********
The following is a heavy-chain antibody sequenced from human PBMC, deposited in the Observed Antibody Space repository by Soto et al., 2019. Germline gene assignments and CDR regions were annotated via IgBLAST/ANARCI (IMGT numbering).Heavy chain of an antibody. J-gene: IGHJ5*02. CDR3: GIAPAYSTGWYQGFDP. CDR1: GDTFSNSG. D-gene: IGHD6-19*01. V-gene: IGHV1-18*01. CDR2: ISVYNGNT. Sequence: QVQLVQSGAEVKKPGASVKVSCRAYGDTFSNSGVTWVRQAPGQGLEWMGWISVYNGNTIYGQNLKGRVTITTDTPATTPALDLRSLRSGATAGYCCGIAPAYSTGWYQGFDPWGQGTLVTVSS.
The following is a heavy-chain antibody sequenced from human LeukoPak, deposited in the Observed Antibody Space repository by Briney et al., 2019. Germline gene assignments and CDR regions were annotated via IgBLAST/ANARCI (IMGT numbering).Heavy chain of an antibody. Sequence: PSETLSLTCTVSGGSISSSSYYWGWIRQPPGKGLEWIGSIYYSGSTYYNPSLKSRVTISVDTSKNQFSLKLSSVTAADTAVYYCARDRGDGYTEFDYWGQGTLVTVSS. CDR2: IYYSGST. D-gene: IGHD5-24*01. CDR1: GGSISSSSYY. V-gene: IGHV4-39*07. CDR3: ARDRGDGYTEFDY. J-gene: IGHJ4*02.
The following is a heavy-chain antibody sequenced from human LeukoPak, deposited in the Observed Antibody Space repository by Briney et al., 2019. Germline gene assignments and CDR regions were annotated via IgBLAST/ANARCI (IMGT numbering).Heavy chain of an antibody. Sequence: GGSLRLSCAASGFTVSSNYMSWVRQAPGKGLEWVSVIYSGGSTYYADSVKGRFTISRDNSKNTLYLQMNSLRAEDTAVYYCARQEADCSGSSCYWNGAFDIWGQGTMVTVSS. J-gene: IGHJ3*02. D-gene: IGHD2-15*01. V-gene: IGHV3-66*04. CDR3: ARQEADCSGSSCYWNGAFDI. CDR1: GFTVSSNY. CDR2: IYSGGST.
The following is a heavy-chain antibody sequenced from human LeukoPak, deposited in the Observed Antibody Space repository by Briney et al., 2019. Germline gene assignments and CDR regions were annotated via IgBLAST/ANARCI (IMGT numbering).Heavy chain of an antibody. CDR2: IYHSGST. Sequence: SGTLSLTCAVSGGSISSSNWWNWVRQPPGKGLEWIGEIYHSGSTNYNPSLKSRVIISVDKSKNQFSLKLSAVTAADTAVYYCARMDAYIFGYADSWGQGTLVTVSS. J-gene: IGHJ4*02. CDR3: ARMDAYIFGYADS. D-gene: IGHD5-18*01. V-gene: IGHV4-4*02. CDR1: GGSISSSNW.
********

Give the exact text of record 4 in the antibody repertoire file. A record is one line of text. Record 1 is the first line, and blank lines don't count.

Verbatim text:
The following is a heavy-chain antibody sequenced from human LeukoPak, deposited in the Observed Antibody Space repository by Briney et al., 2019. Germline gene assignments and CDR regions were annotated via IgBLAST/ANARCI (IMGT numbering).Heavy chain of an antibody. CDR2: IYHSGST. Sequence: SGTLSLTCAVSGGSISSSNWWNWVRQPPGKGLEWIGEIYHSGSTNYNPSLKSRVIISVDKSKNQFSLKLSAVTAADTAVYYCARMDAYIFGYADSWGQGTLVTVSS. J-gene: IGHJ4*02. CDR3: ARMDAYIFGYADS. D-gene: IGHD5-18*01. V-gene: IGHV4-4*02. CDR1: GGSISSSNW.